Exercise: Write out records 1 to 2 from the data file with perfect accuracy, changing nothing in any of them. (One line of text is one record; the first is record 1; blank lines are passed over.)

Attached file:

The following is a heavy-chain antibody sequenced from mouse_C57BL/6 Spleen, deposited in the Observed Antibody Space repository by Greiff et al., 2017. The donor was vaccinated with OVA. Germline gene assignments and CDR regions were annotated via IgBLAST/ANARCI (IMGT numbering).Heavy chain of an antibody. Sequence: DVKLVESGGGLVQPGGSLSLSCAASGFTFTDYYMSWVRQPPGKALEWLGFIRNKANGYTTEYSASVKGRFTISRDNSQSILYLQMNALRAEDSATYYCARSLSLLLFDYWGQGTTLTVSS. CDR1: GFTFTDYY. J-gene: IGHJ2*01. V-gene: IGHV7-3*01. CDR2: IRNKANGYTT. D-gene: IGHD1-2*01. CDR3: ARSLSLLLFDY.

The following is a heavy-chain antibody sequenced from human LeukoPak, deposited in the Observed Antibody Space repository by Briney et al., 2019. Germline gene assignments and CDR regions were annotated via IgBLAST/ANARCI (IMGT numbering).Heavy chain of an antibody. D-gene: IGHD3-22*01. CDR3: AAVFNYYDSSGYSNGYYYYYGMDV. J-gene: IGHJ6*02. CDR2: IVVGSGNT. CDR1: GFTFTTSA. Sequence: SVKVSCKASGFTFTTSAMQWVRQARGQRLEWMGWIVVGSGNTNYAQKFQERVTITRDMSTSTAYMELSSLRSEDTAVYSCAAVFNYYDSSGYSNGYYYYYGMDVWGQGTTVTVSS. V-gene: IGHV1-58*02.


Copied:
The following is a heavy-chain antibody sequenced from mouse_C57BL/6 Spleen, deposited in the Observed Antibody Space repository by Greiff et al., 2017. The donor was vaccinated with OVA. Germline gene assignments and CDR regions were annotated via IgBLAST/ANARCI (IMGT numbering).Heavy chain of an antibody. Sequence: DVKLVESGGGLVQPGGSLSLSCAASGFTFTDYYMSWVRQPPGKALEWLGFIRNKANGYTTEYSASVKGRFTISRDNSQSILYLQMNALRAEDSATYYCARSLSLLLFDYWGQGTTLTVSS. CDR1: GFTFTDYY. J-gene: IGHJ2*01. V-gene: IGHV7-3*01. CDR2: IRNKANGYTT. D-gene: IGHD1-2*01. CDR3: ARSLSLLLFDY.

The following is a heavy-chain antibody sequenced from human LeukoPak, deposited in the Observed Antibody Space repository by Briney et al., 2019. Germline gene assignments and CDR regions were annotated via IgBLAST/ANARCI (IMGT numbering).Heavy chain of an antibody. D-gene: IGHD3-22*01. CDR3: AAVFNYYDSSGYSNGYYYYYGMDV. J-gene: IGHJ6*02. CDR2: IVVGSGNT. CDR1: GFTFTTSA. Sequence: SVKVSCKASGFTFTTSAMQWVRQARGQRLEWMGWIVVGSGNTNYAQKFQERVTITRDMSTSTAYMELSSLRSEDTAVYSCAAVFNYYDSSGYSNGYYYYYGMDVWGQGTTVTVSS. V-gene: IGHV1-58*02.